What utter madness

Writers Posted 27/04/20
NIck thinks it’s utter madness for environmentalists to seek to defend some of the countryside’s worst avian killers.

It seems the country’s most self-promoted environmentalist, Chris Packham, co-founder of Wild Justice, has decided which corvids people may shoot. The result will probably astound every countryman and woman.

It appears he and his associates have come to the decision that jackdaws should not be shot, with which I imagine most of us concur. Astonishingly, though, because the jackdaw is to be spared, they go on to say the magpie and the jay, two of the three biggest avian killers of small garden birds as well as wild game birds (the third being the carrion crow) should also be included on the protected list…

What utter madness. Anyone with any real knowledge of nature, with an open mind and eyes to see with, will know full well the huge damage any one of these species can do to our smaller avian populations throughout daylight hours.

They all have their well-known hunting methods and one or more of any of them can, within half an hour, strip a small garden of all its eggs and fledglings.

Crows are generally a more silent sort; sitting, watching movements from early in the day before tearing fledglings, or even the whole nest, out in seconds. Magpies, at least around here, rise later and don’t start killing so early but cause absolute slaughter when they start, cackling to attract any mates in the neighbourhood, plus the watchful crows, to their killing party. When one hears that cackle, there are certain to be many more songbird deaths.

And then the jay comes along and quietly clears up with the same skill as the other two. It is nothing short of carnage.

So for Packham and his band to set themselves up as judge and jury on a subject about which they are either blind, ignorant or biased – or all three, will surely cause huge outrage, unless he’s ‘brought to heel’.

I don’t think there are many farmers and true countrymen around who would leave their gun in its sleeve when they see these events brewing, regardless of the totally ignorant ‘urban-based’ rules being promoted by these people. I certainly wouldn’t. On our two old stock farms we are gradually emptying barns of all remaining straw and feed stocks, silage and hay. Had the early spring rains fallen as snow, I think demand would have been stronger, but when the drier days arrived in late March and warm sun woke (that’s not a word I like in its recently acquired usage, because although I don’t know exactly what it means, I’m sure I will firmly disagree with the folk to whom it applies) the grass, the rush for these feeds rapidly and unsurprisingly slackened.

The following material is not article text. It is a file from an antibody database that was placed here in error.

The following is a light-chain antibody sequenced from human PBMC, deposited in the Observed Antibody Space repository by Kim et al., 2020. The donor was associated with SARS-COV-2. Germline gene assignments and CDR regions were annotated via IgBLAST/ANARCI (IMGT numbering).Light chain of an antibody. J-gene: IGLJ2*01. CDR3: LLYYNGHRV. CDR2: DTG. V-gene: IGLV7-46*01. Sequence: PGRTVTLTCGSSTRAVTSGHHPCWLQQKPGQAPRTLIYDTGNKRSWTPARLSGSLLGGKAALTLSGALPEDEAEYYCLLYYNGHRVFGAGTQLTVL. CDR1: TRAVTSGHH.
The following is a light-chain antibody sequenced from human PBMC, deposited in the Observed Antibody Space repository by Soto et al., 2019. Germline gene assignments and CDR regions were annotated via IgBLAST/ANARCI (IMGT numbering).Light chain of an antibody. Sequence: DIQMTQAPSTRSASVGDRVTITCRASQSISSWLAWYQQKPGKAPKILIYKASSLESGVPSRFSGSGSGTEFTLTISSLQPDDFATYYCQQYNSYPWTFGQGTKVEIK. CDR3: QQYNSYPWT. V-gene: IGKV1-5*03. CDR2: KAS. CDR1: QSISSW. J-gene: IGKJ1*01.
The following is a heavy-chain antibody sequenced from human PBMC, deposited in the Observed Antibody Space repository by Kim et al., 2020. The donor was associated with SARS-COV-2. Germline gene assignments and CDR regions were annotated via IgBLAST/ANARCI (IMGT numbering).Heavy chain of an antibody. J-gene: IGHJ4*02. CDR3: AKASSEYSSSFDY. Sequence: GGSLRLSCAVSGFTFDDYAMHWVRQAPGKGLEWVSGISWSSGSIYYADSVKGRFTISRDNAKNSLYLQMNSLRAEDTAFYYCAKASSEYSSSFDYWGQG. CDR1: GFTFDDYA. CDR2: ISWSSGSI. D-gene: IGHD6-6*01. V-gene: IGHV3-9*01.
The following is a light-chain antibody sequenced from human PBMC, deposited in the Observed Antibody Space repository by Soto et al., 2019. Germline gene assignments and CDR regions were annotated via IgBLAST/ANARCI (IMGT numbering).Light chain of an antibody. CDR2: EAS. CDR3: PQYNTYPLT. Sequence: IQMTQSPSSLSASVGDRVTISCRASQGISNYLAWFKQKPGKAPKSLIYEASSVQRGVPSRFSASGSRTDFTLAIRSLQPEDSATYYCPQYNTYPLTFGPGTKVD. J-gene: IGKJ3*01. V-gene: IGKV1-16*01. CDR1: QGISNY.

In normal springs it would have been reassuring to see some leftover bales to reduce needs for next year, or for feeding animals through a drought, but now the only animals we appear to have around us are a couple of young fallow deer. They were in our garden day and night through the late spring, clipping all the reachable leaves on a couple of euonymus hedges as high as they could reach, removing early rose shoots and grazing the late show of snowdrops, quite unfazed by us watching them from inside the house.

Now they have moved on, probably found a better spot and, from my wife’s point of view, that’s a good thing. But it was interesting while it lasted - and it will save some hedge trimming this summer.

As I reported last month, the new vineyard is progressing rapidly. The first 50,000 German and French grafted vines are now in the store ready for planting in the next two weeks. The only concern seems to have been around transporting the planter across from Europe, although I think that will soon be resolved. I am also told that the vines for spring 2021 are already ordered and being grafted, which will bring planting by the end of May next year up to almost 100,000 vines.

I asked what varieties were ordered, not that it means a lot to me as I really favour water over wine, and the cows never took to it either! Apparently they are growing Chardonnay, Pinot Noir, Pinot Meunier, and Pinot Gris. Then I imagine that as the soil structure strengthens on the lower soils they may change varieties.

Vines are a unique crop because they don’t want high fertility as it creates vigorous top growth rather than grapes. I think they will have a lot of initial growth on this vineyard!

The long, flooded winter brought a new sight to our Brooklands on the home farm. The land was under water virtually from Christmas through until the start of April on the lowest ground, and when it finally subsided we were presented with what appeared to be snow-clad ditch banks.

Given that our rivers have not been bottomed for over 25 year, the water cannot get out to the sea and is pushed back up hill – and with it came this sludge. It transpired, following testing by Southern Water, that it was heavily polluted with sludge from a sewage plant somewhat downstream of us which, because of the silted waterway, backed up into the ditches.

It was probably too wet for the various inspectors to risk wet feet, so this muck has permeated hundreds of acres of low land and presumably killed most of the aquatic life in the ditches we farmers try so hard to conserve. The inspector who tested it said it was “mostly toilet paper”, giving it the snowy appearance as it dried, but most of us know that toilet paper is not the only thing being flushed down the drain; perhaps even coronavirus? I think we are due some answers.


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